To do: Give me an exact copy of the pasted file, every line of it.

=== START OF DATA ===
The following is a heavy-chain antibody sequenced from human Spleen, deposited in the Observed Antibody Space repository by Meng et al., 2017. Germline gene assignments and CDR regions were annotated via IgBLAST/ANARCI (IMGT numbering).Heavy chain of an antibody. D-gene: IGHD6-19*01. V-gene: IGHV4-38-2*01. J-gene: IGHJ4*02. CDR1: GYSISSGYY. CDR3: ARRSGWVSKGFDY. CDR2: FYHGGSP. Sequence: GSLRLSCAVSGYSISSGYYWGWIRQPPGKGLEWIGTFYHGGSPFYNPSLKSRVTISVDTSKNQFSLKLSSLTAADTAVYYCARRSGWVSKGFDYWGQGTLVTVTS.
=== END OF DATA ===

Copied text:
The following is a heavy-chain antibody sequenced from human Spleen, deposited in the Observed Antibody Space repository by Meng et al., 2017. Germline gene assignments and CDR regions were annotated via IgBLAST/ANARCI (IMGT numbering).Heavy chain of an antibody. D-gene: IGHD6-19*01. V-gene: IGHV4-38-2*01. J-gene: IGHJ4*02. CDR1: GYSISSGYY. CDR3: ARRSGWVSKGFDY. CDR2: FYHGGSP. Sequence: GSLRLSCAVSGYSISSGYYWGWIRQPPGKGLEWIGTFYHGGSPFYNPSLKSRVTISVDTSKNQFSLKLSSLTAADTAVYYCARRSGWVSKGFDYWGQGTLVTVTS.